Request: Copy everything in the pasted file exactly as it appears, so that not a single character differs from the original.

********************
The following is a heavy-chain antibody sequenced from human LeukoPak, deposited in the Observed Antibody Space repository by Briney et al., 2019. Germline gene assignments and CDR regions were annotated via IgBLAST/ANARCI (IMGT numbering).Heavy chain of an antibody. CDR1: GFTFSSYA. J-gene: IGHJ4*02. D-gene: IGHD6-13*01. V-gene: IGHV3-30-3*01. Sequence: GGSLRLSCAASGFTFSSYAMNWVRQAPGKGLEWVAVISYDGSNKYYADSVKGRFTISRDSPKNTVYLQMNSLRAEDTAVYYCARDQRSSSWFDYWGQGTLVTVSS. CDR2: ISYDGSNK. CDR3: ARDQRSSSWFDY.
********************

The following is a heavy-chain antibody sequenced from human LeukoPak, deposited in the Observed Antibody Space repository by Briney et al., 2019. Germline gene assignments and CDR regions were annotated via IgBLAST/ANARCI (IMGT numbering).Heavy chain of an antibody. CDR1: GFTFSSYA. J-gene: IGHJ4*02. D-gene: IGHD6-13*01. V-gene: IGHV3-30-3*01. Sequence: GGSLRLSCAASGFTFSSYAMNWVRQAPGKGLEWVAVISYDGSNKYYADSVKGRFTISRDSPKNTVYLQMNSLRAEDTAVYYCARDQRSSSWFDYWGQGTLVTVSS. CDR2: ISYDGSNK. CDR3: ARDQRSSSWFDY.